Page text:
Are Government/Schools responsible for your security – (or is it all up to you)?

Awhile back we posted findings of a Harris poll showing public perception of Internet security, with some interesting results. This time we take a look at whether respondents perceive the Government and/or their schools have an implicit responsibility, or whether it lands squarely on their shoulders in the end (or should). Both schools and government

U.S. Government – Security incidents up 650% over 5 years

Citing weaknesses in security controls at 24 major agencies, a new report by the U.S. Government Accountability Office (GAO) charts the stellar rise in incidents, and tries to highlight what went wrong. Just today my colleague Stephen Cobb also posted a government-related incident in the health care sector. The timeframe of the study, starting in

Britain to ISP’s: speed up blocks on pirate sites

Following the recent landmark Newsbin2 ruling requiring ISP’s to take a more active role in policing pirate websites, UK ISP’s are working to speed the court ordered actions though to block pirated sites. The implementation details haven’t been finalized between the creative industries and ISP’s, but copyright-owners seem to be optimistic. The goal is to

Online Poker, Real Fraud

The United States Attorney Office for the Southern District of New York received a flurry of attention in April, 2011 when they unsealed an indictment against the three largest Internet poker companies in the United States—Absolute Poker, Full Tilt Poker and PokerStars—for fraud, gambling and money laundering.  Today, the USAO upped the ante with an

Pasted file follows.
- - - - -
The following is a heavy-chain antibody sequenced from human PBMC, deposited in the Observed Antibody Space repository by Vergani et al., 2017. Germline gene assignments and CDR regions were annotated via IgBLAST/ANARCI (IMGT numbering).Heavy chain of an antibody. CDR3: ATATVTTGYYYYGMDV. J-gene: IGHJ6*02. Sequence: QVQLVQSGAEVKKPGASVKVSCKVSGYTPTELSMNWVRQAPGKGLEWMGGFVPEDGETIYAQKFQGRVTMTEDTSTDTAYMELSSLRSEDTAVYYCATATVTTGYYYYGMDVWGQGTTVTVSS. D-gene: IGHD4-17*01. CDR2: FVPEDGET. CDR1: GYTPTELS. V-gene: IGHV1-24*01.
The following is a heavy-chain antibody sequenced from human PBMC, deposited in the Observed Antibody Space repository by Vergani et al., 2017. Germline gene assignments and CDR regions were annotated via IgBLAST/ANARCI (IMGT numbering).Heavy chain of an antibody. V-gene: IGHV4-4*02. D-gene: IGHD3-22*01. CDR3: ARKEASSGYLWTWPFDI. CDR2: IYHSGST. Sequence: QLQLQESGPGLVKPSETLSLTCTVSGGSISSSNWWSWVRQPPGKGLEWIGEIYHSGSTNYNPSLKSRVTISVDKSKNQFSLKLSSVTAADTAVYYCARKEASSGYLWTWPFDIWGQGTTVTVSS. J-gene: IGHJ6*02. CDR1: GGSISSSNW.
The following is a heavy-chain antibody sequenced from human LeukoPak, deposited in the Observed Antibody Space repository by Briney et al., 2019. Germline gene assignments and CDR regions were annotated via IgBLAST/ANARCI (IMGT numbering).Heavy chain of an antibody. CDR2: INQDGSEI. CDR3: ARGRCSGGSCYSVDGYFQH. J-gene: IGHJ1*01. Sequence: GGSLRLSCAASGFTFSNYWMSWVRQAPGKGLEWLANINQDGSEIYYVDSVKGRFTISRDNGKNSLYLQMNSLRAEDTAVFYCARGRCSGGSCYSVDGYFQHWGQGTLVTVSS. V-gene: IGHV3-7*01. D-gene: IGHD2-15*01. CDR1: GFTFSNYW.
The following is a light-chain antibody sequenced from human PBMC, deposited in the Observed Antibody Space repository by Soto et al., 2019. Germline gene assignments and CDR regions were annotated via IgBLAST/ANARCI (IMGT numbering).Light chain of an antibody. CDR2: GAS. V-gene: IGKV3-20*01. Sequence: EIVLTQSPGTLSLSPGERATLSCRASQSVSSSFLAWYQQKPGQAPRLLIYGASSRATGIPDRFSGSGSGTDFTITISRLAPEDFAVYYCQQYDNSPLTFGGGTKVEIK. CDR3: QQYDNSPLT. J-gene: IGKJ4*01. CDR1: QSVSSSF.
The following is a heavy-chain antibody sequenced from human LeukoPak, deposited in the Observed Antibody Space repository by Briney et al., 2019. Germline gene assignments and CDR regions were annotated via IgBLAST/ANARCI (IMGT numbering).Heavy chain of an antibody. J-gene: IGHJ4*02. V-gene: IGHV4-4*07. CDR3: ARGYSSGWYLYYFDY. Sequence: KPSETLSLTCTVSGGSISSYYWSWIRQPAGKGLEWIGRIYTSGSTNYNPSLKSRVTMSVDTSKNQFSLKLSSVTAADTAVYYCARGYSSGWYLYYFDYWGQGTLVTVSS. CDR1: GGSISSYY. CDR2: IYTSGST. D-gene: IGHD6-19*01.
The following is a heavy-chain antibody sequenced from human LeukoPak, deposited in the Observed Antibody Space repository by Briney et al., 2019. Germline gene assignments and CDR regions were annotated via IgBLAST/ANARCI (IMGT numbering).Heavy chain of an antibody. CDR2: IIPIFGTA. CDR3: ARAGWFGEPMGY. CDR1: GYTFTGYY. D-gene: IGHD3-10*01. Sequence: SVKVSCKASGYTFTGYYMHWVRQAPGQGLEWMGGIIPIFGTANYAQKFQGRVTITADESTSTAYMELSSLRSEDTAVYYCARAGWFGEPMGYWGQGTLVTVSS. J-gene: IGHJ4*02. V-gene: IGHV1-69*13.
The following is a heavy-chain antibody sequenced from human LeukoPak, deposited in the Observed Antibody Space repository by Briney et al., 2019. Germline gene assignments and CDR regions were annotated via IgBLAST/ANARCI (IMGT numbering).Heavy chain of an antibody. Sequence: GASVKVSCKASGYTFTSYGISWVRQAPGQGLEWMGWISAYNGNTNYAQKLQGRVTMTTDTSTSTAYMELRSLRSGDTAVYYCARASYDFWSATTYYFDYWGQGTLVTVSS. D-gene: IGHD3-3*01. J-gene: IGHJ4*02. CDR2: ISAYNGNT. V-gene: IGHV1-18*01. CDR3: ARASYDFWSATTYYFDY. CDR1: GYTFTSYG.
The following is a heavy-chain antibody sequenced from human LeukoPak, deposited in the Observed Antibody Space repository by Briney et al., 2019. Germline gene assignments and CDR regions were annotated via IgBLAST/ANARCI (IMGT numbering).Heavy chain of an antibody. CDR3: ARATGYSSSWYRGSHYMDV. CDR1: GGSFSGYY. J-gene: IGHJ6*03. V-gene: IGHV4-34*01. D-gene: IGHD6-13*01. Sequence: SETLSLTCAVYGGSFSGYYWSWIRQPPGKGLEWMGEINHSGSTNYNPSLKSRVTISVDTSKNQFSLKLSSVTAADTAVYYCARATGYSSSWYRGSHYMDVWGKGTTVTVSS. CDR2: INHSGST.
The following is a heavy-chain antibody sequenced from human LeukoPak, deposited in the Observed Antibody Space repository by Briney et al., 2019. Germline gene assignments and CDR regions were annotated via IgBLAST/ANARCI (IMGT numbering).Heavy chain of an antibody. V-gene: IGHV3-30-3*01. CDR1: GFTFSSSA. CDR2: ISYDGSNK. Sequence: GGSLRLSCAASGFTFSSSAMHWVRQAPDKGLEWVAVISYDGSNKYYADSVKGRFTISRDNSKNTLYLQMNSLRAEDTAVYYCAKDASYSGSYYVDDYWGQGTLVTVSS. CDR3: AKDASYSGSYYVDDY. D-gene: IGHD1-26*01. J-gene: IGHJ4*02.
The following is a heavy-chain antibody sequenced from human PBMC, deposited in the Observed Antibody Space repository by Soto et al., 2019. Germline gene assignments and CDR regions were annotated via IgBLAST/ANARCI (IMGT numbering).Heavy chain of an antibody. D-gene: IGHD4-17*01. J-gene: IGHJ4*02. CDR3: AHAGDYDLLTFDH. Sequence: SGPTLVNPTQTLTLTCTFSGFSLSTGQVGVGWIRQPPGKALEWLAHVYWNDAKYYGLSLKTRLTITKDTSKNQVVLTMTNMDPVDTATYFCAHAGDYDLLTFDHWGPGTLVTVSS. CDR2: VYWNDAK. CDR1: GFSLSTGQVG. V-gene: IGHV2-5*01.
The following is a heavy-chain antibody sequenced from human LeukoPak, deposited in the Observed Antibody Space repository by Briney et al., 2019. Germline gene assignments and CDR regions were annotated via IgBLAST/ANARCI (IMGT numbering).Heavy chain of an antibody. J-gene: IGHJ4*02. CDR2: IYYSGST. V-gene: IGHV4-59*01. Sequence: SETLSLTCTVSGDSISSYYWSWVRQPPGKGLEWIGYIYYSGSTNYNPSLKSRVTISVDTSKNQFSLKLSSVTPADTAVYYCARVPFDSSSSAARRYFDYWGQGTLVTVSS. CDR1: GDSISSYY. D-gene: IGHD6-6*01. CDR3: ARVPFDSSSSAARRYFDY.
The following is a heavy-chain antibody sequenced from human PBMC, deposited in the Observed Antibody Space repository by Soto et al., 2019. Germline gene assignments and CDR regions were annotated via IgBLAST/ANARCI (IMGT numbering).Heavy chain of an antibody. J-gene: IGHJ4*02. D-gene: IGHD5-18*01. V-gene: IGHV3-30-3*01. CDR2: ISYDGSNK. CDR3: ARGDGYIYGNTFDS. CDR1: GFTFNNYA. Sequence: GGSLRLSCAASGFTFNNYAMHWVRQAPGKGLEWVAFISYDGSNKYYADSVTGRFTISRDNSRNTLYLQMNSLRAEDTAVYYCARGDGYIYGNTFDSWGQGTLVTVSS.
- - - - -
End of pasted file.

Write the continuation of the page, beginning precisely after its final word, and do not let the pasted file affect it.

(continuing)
California data breach law – notification required over 500 consumers affected

According to a tweet from World Privacy Forum, California state governor just signed an update to a data breach notification law that would require organizations to submit a sample of the breach notification sent to customers also to the Attorney General, to ensure what’s being sent out, and that it’s sent out in a timely

1000 days of Conficker

Nearly three years old, the Conficker worm continues to pose a threat to PCs. Aryeh Goretsky wants to know why this is, and what can be done about it.

Social-networking to blame for social unrest?

We see this morning a post about British Prime Minister Cameron’s assertion yesterday during a Parliament presentation that, “Free flow of information can be used for good. But it can also be used for ill. And when people are using social media for violence, we need to stop them.” Sort of hearkens back to the